📄 Don't subsidise your buyer's business
Saw an interesting tweet the other day:
You are not in the business of subsidising your client's business.
If they cannot afford to pay someone to solve their problems in relation to the size of the problem, it is not your problem. Problem solved.
Couldn’t have said it better.
And it's an important notion, especially for the kind of people that I tend to work with: Good people, who are in business with a mission and have values and who want to operate with integrity.
Because people like that - people like us - we very often are too generous with our time.
Very often, we don't put on our oxygen mask first, before taking care of someone else.
And so we give and we give, and we spend another hour and get on another call, and give more free consulting, an just churn away so much time, trying to get a buyer to finally say "Yes".
What, your buyer is going to endear themselves to you, and take pity, and finally be overwhelmed by the sheer amount of generosity, and reward you for the terrific person that you are buy giving you money? Well no, they won't.
In fact, exactly the opposite will happen when you give too much without a limit.
If you’re too generous with your time (remember, that’s your scarcest asset), people aren't going to take you seriously.
Because if you don’t value your time, it's not very likely that they will value your time - and then why should they pay for it? I mean... if you give it away for free...?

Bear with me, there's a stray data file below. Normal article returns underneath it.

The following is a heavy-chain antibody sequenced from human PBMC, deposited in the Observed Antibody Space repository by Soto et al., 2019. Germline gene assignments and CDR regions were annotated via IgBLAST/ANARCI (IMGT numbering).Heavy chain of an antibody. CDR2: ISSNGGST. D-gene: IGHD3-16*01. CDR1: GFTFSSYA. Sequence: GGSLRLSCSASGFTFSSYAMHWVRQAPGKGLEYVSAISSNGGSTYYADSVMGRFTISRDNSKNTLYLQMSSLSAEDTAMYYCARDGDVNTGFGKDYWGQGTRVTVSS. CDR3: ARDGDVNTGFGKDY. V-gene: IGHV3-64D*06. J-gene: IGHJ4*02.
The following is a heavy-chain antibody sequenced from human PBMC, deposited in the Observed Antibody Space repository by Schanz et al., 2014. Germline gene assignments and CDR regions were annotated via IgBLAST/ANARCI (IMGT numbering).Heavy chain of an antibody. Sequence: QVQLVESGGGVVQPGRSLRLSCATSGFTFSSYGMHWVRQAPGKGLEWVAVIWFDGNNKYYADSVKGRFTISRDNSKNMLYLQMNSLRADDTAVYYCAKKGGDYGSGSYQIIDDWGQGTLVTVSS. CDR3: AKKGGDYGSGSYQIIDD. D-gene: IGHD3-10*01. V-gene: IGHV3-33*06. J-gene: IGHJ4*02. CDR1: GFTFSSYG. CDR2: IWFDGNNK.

When you run your sales process in a sloppy manner, and you don't have any boundaries on your time, your hard work effectively means you're subsidising your buyer's business. (And because they'll end up buying from somebody else who does ask for the sale, you're handing money to your competitors).
How to fix this problem, and still be a nice person who isn’t salesy:
Decide for yourself how much generosity you can apply and deploy, and put a hard limit on it.
This many hours, that many meetings, whatever works for you.
And when you reach that limit, you tell your buyer:
“Say, there’s only so much I can do for free. Should we talk about working together?”
You’ll either get a “Yes”, or “Later”, or “Don’t have the money”.
And while it might sound harsh, a buyer who doesn’t have the money is in the end not your problem - but it becomes your problem if you keep trying to enroll them by giving more of your time away for free. You just can't afford to waste time on people who you should actually not engage with.
Don't subsidise your buyer's business, but focus instead on the people who are able to hire you, so that you can do the great work you're in business for.
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